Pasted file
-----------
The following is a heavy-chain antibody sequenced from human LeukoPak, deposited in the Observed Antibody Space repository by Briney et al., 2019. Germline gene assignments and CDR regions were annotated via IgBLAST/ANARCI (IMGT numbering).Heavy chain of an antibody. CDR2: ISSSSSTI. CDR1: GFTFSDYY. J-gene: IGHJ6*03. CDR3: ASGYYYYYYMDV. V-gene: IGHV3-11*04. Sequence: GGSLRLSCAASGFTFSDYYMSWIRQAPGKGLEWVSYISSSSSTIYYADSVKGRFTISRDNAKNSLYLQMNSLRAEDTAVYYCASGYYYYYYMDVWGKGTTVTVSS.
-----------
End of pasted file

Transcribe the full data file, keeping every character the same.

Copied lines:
The following is a heavy-chain antibody sequenced from human LeukoPak, deposited in the Observed Antibody Space repository by Briney et al., 2019. Germline gene assignments and CDR regions were annotated via IgBLAST/ANARCI (IMGT numbering).Heavy chain of an antibody. CDR2: ISSSSSTI. CDR1: GFTFSDYY. J-gene: IGHJ6*03. CDR3: ASGYYYYYYMDV. V-gene: IGHV3-11*04. Sequence: GGSLRLSCAASGFTFSDYYMSWIRQAPGKGLEWVSYISSSSSTIYYADSVKGRFTISRDNAKNSLYLQMNSLRAEDTAVYYCASGYYYYYYMDVWGKGTTVTVSS.